Under this state of things, however, there was much more work for men, horses, and bullocks than is now necessary, for there were sheepyards to make and repair, huts to build, and a continual conveyance of water and rations to shepherds, besides a good deal of extra labour at lambing time, and all other work incidental to a sheep station. Every shepherd had to be seen twice a week, and his sheep counted every fortnight, and to perform all this work with horses and bullocks more than half-starved was not only cruelly hard on the cattle, but very unpleasant and dispositing to the “human.” And they, too, had to put up with poor fare as well as their beasts.
Would you, O pampered citizen, have considered old ewe mutton (dressed weight of fatless carcass, say 24 lb.), with bread made from wormy flour, and tea, as constituting even moderately high fare, and as being not somewhat monotonous, for occasionally only were these constituents of a repast supplemented by some boiled rice or a tin of jam.
Then there were other trifling disabilities tending to prevent perfect contentment, such as two or three sorts of savage and well-armed mosquitoes, severe sandy blight in one’s eyes for weeks together, and sometimes water quite soupy with the excreta of waterfowl and sheep.
But when, after many months’ endurance of these désagrémens, the longed-for rain came, they would soon be forgotten or ignored in joyous anticipation of the altered state of affairs soon to result from an abundance of feed and water. Then would be seen every claypan full of water, and in many places lagoons three or four feet in depth, and myriads of wildfowl where a few days before had been but parched sand or black crumbling clay, gaping with huge cracks.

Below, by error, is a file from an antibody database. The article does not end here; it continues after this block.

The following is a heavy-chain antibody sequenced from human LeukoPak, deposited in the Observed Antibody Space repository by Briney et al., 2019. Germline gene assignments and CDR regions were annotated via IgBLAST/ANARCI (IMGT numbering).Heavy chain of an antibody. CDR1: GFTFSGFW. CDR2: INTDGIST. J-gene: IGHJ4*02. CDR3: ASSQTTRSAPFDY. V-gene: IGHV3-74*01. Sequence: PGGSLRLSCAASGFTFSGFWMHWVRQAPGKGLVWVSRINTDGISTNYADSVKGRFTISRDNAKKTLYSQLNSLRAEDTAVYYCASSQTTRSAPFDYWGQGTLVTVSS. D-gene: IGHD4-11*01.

As soon as ever the boggy ground was fit to ride over all hands would be busily engaged making new bush yards miles back from the old waters, and where the sheep would be at once in fresh feed, for in those times most runs were comparatively lightly stocked, and there was generally, even in time of drought, plenty of salt and other bush out of reach from the old and permanent waters. The sheep shifted, there was time to rest on one’s oars and watch the grass growing visibly from day to day, and the stock all rapidly improving, and both at a rate almost incredible to other than eye witnesses.
These gratifying processes are now going on over many thousand square miles of country, which but a fortnight ago were mourning and languishing, and we dwellers in these more southern regions may well join in the jubilation which the fortunate recipients of Nature’s bounties must feel, and none the less so because our interest in her favours is only indirect.
The South Australian Register (Adelaide, SA), Thursday 12 February 1885, page 6
désagrémens = (French) things that create a dislike [see: The Scholar’s Reference Book: Containing a Dictionary of English Synonymes, Greek and Latin Proper Names, Men of Learning and Genius, with a Variety of Other Useful Matter, Henry Perkins, Philadelphia, 1836, page 214
[Editor: The original text has been separated into paragraphs.]